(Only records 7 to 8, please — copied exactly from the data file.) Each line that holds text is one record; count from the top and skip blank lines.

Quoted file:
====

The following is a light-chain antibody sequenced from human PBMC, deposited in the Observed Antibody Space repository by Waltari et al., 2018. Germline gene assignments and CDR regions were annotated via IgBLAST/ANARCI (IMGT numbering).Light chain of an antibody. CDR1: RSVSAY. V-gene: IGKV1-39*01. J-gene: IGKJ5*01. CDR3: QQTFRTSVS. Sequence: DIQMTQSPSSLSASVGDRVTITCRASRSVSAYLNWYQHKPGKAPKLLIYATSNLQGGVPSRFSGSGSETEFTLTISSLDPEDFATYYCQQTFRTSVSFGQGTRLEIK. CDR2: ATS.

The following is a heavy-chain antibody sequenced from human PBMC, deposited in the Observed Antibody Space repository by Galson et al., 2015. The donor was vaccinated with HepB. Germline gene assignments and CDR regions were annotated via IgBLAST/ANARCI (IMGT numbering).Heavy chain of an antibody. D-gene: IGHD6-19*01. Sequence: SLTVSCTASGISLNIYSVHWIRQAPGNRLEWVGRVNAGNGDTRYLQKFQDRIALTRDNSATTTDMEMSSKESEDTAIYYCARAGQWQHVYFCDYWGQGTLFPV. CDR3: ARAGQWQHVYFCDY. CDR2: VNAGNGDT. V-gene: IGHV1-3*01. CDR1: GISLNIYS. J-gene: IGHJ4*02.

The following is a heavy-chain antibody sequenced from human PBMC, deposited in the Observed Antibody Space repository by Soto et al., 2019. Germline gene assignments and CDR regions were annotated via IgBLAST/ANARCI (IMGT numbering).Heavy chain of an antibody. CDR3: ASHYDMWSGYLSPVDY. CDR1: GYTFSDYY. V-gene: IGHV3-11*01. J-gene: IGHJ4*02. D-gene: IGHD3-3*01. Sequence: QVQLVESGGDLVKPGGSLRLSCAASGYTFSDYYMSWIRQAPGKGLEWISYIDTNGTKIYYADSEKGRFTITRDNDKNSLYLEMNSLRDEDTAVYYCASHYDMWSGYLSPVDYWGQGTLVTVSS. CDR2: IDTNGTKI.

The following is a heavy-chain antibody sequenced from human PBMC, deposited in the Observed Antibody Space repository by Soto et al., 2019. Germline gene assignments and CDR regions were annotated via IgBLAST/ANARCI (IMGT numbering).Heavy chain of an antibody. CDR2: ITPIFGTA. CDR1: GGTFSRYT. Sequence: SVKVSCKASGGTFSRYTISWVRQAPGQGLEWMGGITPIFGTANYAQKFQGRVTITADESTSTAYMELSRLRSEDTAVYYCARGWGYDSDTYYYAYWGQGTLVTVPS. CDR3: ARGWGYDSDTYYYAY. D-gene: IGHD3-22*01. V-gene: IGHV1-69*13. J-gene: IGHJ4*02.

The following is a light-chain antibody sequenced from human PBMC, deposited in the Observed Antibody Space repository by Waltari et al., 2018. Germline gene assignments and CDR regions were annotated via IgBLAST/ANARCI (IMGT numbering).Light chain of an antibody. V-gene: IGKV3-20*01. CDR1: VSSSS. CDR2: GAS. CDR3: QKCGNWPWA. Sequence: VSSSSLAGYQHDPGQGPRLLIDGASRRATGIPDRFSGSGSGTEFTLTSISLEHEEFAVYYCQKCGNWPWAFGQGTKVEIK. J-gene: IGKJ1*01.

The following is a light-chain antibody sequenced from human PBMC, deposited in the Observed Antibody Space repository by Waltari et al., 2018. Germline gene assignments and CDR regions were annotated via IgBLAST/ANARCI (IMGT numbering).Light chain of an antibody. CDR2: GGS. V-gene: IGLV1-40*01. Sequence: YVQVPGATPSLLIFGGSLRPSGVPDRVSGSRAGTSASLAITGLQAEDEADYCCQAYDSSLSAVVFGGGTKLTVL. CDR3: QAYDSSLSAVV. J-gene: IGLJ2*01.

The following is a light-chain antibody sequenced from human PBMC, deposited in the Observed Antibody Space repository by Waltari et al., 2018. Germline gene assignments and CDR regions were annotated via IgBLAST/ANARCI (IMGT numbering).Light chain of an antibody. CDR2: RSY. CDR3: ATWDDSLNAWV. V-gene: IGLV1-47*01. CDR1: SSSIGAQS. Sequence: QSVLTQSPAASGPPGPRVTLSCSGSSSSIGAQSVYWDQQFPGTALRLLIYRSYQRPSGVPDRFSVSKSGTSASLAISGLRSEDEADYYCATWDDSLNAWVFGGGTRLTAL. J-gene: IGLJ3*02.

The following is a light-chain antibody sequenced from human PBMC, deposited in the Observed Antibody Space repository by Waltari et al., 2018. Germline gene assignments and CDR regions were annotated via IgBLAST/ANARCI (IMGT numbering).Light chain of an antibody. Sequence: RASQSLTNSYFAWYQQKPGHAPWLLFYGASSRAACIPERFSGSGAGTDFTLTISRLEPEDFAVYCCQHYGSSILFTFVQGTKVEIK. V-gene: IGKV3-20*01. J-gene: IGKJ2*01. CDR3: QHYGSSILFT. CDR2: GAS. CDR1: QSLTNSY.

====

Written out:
The following is a light-chain antibody sequenced from human PBMC, deposited in the Observed Antibody Space repository by Waltari et al., 2018. Germline gene assignments and CDR regions were annotated via IgBLAST/ANARCI (IMGT numbering).Light chain of an antibody. CDR2: RSY. CDR3: ATWDDSLNAWV. V-gene: IGLV1-47*01. CDR1: SSSIGAQS. Sequence: QSVLTQSPAASGPPGPRVTLSCSGSSSSIGAQSVYWDQQFPGTALRLLIYRSYQRPSGVPDRFSVSKSGTSASLAISGLRSEDEADYYCATWDDSLNAWVFGGGTRLTAL. J-gene: IGLJ3*02.

The following is a light-chain antibody sequenced from human PBMC, deposited in the Observed Antibody Space repository by Waltari et al., 2018. Germline gene assignments and CDR regions were annotated via IgBLAST/ANARCI (IMGT numbering).Light chain of an antibody. Sequence: RASQSLTNSYFAWYQQKPGHAPWLLFYGASSRAACIPERFSGSGAGTDFTLTISRLEPEDFAVYCCQHYGSSILFTFVQGTKVEIK. V-gene: IGKV3-20*01. J-gene: IGKJ2*01. CDR3: QHYGSSILFT. CDR2: GAS. CDR1: QSLTNSY.